Hasna Aitboulahcen: Moment Europe's first female suicide bomber killed herself caught on video

The 26-year-old died alongside her cousin, Isis militant Abdelhamid Abaaoud, in a police raid in Saint-Denis

Lizzie Dearden,Rose Buchanan
Friday 20 November 2015 12:29
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French policemen patrol in the northern Paris suburb of Saint-Denis
French policemen patrol in the northern Paris suburb of Saint-Denis

Shocking new footage has emerged of the moment the West’s first female suicide bomber detonated her explosive device in the Saint-Denis flat raided by police.

The video, recorded on a mobile phone and obtained by ABC News, shows a huge explosion with flames blasting out of the top fourth-storey window as gunfire is heard throughout.

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As debris rains down into the street below, French special forces and armed police can be seen running towards the apartment from both directions.

Sporadic gunfire is heard from within the flat as snipers’ laser sights remain trained on the building from a roof opposite.

The suicide bomber was believed to be Hasna Aitboulahcen, the 26-year-old cousin of the suspected “mastermind” behind the Paris attacks, Abdelhamid Abaaoud.

In an audio recording of the raid, a woman believed to be Aitboulahcen can be heard shouting to police "he's not my boyfriend" before a loud explosion is heard.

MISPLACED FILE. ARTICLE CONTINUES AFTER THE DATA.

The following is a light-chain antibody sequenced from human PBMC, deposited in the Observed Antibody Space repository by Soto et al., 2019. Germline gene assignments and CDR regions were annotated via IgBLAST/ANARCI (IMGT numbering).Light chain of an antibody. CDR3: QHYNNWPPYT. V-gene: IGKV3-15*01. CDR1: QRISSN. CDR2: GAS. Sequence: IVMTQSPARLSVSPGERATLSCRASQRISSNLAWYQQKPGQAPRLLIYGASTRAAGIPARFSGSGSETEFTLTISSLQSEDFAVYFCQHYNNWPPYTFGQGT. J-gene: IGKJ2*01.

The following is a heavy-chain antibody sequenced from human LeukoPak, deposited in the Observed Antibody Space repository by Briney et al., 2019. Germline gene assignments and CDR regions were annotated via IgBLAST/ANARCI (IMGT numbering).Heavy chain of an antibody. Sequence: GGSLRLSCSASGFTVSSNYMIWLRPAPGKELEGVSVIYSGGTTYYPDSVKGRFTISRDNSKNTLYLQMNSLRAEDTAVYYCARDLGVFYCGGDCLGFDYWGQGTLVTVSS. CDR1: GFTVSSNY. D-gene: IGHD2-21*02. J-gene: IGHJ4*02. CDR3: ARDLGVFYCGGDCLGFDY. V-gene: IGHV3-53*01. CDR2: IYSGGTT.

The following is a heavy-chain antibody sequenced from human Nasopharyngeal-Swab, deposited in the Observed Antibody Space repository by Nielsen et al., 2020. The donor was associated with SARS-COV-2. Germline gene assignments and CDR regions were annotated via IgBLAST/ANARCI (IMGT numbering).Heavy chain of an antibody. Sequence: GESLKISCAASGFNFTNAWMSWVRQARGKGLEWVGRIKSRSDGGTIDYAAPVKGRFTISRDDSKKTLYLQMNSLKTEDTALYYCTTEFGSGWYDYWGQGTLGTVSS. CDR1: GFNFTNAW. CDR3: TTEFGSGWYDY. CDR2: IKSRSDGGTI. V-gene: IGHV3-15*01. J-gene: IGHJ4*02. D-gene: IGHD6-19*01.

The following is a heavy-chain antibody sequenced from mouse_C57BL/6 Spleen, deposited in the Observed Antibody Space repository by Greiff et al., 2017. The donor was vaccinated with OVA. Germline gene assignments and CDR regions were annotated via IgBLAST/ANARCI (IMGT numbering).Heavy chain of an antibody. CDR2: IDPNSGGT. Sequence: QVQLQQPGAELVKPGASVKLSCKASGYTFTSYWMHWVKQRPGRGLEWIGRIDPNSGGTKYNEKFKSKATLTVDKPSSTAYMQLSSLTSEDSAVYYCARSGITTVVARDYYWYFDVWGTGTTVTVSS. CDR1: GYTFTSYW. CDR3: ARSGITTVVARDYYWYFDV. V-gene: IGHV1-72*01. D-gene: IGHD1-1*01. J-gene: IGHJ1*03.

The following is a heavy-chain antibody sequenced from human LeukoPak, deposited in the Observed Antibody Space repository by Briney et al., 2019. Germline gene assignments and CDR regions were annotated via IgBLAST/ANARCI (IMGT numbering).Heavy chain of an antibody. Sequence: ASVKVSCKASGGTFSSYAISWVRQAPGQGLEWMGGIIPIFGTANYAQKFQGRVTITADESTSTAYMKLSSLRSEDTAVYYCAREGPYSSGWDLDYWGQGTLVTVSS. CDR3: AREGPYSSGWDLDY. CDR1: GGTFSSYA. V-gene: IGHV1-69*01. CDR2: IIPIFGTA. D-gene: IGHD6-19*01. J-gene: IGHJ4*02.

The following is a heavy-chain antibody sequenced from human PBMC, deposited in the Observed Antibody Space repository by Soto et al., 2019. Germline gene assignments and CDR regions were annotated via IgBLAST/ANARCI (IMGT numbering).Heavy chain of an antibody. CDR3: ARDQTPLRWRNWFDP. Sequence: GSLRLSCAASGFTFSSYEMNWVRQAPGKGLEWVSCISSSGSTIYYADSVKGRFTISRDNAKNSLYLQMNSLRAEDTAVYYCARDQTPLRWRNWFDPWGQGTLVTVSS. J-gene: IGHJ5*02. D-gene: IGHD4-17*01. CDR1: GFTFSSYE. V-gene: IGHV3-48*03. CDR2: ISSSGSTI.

Abaaoud also died in the raid in the early hours of Wednesday morning, along with an unidentified woman whose body was discovered overnight.

Jean-Michel Fauvergue, the head of the elite Raid unit that led the operation, described his officers “saturating the place with grenades” when firing continued after Aitboulahcen had blown herself up and a sniper had hit another man.

The 56-year-old told Le Parisien newspaper that police came under fierce fire from what he described as “real professionals” during the lengthy gun battle.

Officers were eventually able to arrest three men from inside the building, and another man and woman found outside.

Authorities believe they were part of a terror cell set to carry out a second attack reportedly targeting Charles de Gaulle airport and Paris’ financial district La Defense.

Francois Molins, the Paris prosecutor, said the operation neutralised a “new terrorist threat”, and that “everything led us to believe that, considering their armaments, the structured organisation and their determination, they were ready to act”.

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